How To Respond To Someone Sharing Trauma? Clearly Explained!

Non-judgmental, compassionate responses help reduce shame. You could say “I\’m so sorry you had to go through that, and you didn\’t deserve that, and I want you to know that I\’m here for you,” or “I want you to know that I\’m here for you.” You might also say something like, “It’s okay that you felt that way, it’s not your fault.

It’s just a part of who you are and what you’re going through right now. I want to help you get through this, but I can’t do that if you don’t feel like you can talk to me about it. If you need to talk, I’ll be here to listen and support you. But I won’t be there to judge you or tell you what to do.

That’s my job as your therapist, not as a parent or a friend. So please, just tell me what’s on your mind and let me know how you want me to respond.” This is a great way to start a conversation about your feelings and how they relate to your relationship with your child.

What do you say when someone shares something personal?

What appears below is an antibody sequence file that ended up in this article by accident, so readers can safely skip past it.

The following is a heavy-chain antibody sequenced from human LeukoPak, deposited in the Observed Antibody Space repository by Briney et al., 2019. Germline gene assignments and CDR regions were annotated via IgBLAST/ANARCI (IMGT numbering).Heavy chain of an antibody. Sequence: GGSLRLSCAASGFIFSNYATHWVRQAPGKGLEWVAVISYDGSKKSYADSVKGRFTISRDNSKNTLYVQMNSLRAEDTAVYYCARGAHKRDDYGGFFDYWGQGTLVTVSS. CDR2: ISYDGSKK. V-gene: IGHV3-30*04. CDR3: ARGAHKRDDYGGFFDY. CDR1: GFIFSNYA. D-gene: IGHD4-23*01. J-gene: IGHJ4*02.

Thank you for sharing with me. I’m glad you told me that. Thank you for trusting me with this. That really means a lot to me, and I’m grateful for that. ‪‬‭ ‬I know you’re not going to tell me everything, but I want to know as much as I can about what’s going on in your life right now.

I don’t want you to feel like you can’t trust me or that I won’t be able to help you if you need it, because I know that’s not the case at all. You’re my best friend, my partner in crime, the one person who’s always there for me when I need someone to talk to.

And I love you so much, so I’ll do anything to make sure that you feel safe and loved, even if it means I have to lie to you a little bit to do it.

How do you deal with a trauma victim?

You can help identify ways to relax. Don’t shy away from face situations, people and places that remind you of the traumatic event. If you take the time to resolve conflicts, they will not build up and add to your stress. Sources of support include family, friends, and community.